Face Time with ... Pat Weis
Pat Weis has worked in Catholic schools during her entire 44 years in education. Thirty-three of those years were spent as a principal, and for the past 10 years, Weis has left her mark as the St. Mary School principal in DeKalb. She is set to retire June 30.
Daily Chronicle reporter Stephanie Hickman sat down with Weis during her final days at St. Mary School.
Hickman: How did you get into education?
Weis: I always wanted to be a teacher. My first job was in Catholic schools in Aurora. And I taught history. History was my love, it still is my love ... and I was at the same school teaching junior high for 11 years. Did a lot of innovative projects. It was back in the ’70s and it was during bicentennial time. We did a huge bicentennial fair so I was always creative, I had this niche ... until one day the pastor of the school came up to me and said, ‘There’s an opening in Geneva at St. Peter’s for principal, and I want you there.’ Never did I ever think about being a principal. So after 11 years as a teacher, I was principal at St. Peter’s in Geneva for six years.
Hickman: What do you plan to do with your retirement?
Weis: I have been living in Sugar Grove. There is a new church that was just built there, St. Catherine Drexel. And I have been volunteering there as the director of religious education. So basically, I’m still going to be in the education part and still in the Catholic entity part of it. ... It’ll just be one day a week, and I’ll be able to do a lot more reading and again using my experience and my networking. ... When you’re around long enough ... you’re able to make all those connections and you have the answers, or you’re able to find the answers, which is equally as important.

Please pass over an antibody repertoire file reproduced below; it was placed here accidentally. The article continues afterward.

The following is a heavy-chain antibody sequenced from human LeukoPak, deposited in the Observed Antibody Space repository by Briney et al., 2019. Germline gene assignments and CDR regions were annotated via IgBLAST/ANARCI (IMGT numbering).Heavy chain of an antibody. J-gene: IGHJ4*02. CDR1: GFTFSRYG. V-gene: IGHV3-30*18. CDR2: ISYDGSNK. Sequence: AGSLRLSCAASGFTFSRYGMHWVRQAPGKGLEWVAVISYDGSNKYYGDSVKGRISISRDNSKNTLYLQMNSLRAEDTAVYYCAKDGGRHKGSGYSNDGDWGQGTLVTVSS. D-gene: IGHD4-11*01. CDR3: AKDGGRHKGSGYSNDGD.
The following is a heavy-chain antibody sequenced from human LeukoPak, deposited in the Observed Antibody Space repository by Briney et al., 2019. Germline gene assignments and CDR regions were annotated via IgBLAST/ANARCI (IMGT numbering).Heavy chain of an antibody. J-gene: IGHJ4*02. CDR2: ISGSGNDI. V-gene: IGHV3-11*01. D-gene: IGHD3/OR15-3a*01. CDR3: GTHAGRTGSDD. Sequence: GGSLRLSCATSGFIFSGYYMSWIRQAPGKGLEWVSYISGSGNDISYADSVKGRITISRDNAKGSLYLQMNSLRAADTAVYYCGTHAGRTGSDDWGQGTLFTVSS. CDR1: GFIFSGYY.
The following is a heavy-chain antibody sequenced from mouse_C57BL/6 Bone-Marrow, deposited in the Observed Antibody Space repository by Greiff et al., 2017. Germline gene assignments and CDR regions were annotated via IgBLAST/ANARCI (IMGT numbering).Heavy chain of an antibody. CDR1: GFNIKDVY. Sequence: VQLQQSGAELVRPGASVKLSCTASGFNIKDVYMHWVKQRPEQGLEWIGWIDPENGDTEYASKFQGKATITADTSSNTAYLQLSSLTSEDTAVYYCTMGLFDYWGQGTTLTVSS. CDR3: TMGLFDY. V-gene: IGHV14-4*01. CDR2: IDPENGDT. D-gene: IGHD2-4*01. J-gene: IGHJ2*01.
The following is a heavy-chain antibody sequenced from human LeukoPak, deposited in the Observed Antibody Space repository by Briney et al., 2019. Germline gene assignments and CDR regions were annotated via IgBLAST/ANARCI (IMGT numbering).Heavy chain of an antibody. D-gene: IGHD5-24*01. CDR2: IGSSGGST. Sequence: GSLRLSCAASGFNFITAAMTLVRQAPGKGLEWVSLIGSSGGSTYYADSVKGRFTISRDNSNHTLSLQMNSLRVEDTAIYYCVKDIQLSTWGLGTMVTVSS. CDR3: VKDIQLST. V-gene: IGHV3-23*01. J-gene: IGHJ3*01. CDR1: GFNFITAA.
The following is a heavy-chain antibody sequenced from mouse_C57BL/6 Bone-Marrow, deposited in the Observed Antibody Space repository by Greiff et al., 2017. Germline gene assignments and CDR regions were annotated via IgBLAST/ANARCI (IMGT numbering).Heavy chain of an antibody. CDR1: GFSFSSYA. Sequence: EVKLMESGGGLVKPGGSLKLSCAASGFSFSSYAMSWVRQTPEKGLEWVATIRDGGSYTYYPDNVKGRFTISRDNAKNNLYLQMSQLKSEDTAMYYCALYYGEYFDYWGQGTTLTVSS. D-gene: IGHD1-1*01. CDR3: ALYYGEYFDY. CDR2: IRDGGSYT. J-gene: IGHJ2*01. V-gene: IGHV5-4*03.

Hickman: You’ve been in Catholic education your entire career. Was that important to you or is that just how it happened?
Weis: Yes and yes, to both questions. My first job was in Catholic education and I enjoyed it because I had that latitude. And as I got into a leadership role in principal, you have that ability to create and design without the bureaucracy. And the more experienced you are the more things you can do because you are trusted and respected and people know what you’re going to do. ... I stayed in Catholic schools because of family. ... Allowing me to work in a Catholic school, I was able to go to my daughter’s tennis matches. How can I neglect my family? How can I let my teachers neglect their families?
Hickman: What kind of impact do you hope to leave on this school?
Weis: I don’t know how to say this, but I expect that the new person to come in to be their own leader. I truly believe in out of sight out of mind. I’m gone. And I should be gone. And I guess I want to leave when things are up here. But I don’t expect to be revered, remembered and so forth. It’s a new generation. It’s new beginnings. Continue. Move forward. And that’s what life is about.
Hickman: What will you miss most about being in education?
Weis: I really don’t know because I’ve never been not [in education]. ... I am ready. I am confident. I am ready to retire. I am ready to start something different.